Concerned that youngsters are showing a preference for video games at the expense of traditional toys, Lego has reportedly teamed up with the enemy, partnering with Sony to develop prototype Lego bricks embedded with electronics that they’ve dubbed “Toy Alive.”
Revealed at an open house marking the 25th anniversary of the Sony Computer Science Laboratories in Tokyo, the next-gen Lego bricks are embedded with various electronics that gives them different capabilities that are designed to make them more interactive.
NEW ATLAS NEEDS YOUR SUPPORT
Upgrade to a Plus subscription today, and read the site without ads.
It's just US$19 a year.UPGRADE NOW
Some are motorized and can be remotely controlled via a PlayStation controller while a computer-controlled Lego vehicle gives chase, others include actuators that allow Lego creations to be destroyed via remote, while others contain built-in cameras that allow a real-time, Lego-eye view to be transmitted to a tablet or smartphone.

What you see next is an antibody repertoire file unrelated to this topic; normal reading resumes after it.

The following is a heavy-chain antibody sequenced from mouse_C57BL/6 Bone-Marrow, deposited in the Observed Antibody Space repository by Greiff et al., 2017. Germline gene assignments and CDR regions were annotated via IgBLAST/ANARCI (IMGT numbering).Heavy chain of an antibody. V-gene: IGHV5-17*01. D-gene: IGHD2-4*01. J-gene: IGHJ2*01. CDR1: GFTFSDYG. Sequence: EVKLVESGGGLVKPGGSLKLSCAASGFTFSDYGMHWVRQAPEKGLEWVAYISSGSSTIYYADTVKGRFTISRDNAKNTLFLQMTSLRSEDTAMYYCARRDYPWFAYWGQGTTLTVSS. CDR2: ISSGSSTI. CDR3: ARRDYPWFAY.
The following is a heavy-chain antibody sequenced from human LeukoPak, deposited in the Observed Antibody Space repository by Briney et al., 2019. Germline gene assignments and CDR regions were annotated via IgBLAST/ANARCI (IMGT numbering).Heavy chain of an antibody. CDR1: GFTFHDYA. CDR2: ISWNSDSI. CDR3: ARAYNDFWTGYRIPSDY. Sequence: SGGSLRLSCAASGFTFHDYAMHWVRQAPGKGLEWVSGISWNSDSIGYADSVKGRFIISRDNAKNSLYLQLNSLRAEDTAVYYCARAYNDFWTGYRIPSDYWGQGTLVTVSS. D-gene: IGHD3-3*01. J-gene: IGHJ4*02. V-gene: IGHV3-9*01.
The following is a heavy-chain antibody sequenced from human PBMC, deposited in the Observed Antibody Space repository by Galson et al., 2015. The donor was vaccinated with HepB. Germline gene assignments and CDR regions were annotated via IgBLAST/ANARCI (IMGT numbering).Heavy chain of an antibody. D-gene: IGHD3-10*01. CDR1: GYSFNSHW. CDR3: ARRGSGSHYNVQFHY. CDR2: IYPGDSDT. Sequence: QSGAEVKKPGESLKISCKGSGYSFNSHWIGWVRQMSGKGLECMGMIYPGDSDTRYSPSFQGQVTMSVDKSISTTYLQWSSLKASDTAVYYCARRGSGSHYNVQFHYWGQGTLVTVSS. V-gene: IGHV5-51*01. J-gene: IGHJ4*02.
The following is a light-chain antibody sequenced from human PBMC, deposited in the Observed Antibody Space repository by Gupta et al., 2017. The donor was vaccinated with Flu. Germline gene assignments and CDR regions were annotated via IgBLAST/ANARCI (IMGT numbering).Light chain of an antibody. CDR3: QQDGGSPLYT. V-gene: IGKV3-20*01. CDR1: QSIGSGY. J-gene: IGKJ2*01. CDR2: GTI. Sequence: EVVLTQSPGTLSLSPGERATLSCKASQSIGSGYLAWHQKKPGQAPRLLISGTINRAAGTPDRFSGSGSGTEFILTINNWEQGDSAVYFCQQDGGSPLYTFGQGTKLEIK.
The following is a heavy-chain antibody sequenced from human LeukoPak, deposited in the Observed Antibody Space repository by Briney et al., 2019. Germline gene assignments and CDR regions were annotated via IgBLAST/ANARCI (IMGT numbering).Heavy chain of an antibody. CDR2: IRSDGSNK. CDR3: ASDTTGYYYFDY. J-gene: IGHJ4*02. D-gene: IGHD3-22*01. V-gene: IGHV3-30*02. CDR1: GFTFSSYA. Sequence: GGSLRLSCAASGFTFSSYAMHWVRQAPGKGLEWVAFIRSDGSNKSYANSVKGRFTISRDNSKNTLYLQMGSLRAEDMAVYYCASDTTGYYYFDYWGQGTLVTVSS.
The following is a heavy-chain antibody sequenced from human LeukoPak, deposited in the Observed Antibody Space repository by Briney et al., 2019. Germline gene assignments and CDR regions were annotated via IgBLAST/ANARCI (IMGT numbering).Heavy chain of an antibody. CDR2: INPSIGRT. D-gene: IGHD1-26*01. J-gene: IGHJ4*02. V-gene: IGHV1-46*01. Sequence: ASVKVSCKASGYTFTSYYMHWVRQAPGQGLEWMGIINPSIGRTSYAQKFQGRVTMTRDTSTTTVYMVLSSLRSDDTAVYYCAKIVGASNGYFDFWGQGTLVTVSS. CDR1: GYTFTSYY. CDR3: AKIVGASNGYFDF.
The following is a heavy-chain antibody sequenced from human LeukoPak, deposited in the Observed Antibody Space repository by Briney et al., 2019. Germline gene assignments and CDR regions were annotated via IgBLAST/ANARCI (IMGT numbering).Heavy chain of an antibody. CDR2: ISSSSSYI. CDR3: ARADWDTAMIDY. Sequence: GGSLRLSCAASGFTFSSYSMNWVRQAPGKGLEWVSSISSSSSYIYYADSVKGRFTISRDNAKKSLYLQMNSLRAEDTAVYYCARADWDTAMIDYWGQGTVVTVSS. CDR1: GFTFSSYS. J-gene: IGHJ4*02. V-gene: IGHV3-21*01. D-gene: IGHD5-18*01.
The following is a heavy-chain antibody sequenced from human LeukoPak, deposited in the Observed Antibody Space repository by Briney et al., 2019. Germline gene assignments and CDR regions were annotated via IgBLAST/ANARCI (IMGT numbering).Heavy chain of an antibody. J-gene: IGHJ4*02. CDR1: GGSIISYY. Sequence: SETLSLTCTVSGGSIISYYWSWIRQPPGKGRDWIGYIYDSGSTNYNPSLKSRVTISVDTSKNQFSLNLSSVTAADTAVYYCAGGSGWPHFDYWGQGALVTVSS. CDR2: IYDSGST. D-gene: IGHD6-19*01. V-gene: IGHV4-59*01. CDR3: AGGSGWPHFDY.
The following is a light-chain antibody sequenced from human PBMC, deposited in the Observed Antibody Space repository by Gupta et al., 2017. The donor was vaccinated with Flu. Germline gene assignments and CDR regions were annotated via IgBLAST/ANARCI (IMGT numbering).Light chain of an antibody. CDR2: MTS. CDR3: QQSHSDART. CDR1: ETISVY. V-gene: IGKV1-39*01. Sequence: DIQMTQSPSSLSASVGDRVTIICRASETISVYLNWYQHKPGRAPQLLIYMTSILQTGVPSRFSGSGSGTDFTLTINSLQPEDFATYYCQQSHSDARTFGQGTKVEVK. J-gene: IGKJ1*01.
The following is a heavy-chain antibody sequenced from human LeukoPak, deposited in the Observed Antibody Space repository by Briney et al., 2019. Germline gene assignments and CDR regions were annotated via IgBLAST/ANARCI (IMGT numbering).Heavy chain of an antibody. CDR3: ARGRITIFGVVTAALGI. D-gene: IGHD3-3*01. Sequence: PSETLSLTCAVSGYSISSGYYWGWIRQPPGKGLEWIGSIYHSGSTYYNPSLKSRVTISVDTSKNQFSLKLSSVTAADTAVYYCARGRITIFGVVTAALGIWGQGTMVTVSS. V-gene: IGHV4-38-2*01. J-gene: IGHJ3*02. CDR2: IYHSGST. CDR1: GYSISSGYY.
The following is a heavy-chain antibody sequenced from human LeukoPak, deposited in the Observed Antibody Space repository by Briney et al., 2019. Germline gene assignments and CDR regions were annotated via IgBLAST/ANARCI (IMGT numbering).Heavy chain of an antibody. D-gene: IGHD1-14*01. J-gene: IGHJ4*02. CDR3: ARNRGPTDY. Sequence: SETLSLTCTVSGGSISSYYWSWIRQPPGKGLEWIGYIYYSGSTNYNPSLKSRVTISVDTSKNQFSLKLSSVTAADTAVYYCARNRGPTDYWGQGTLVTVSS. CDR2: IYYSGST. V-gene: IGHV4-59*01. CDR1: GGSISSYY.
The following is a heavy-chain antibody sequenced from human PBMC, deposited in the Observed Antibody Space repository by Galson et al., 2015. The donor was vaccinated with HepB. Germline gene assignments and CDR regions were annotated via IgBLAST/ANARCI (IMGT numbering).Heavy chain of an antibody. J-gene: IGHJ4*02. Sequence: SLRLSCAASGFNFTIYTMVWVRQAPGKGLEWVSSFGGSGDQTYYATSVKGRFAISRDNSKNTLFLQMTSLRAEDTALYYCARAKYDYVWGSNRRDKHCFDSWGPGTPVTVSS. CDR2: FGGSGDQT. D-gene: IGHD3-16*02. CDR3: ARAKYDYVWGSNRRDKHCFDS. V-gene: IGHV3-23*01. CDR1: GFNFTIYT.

Squeezing the electronics into the tiny bricks means that battery life is an issue, as is accurate tracking of the various electronic-embedded components. So it is unlikely the prototype Lego bricks will see a commercial release anytime soon, if at all.
Other technologies on show included a small quadrocopter that is controlled by the physical head movements of a person wearing a head-mounted display. Vision captured by a camera on the quadrocopter is transmitted to the head-mounted display, providing the user with a real-time, quadrocopter-eye view.
The Japan Times shot this video, which shows the Toy Alive Lego, quadrocopter, and other technologies under development.View gallery - 3 images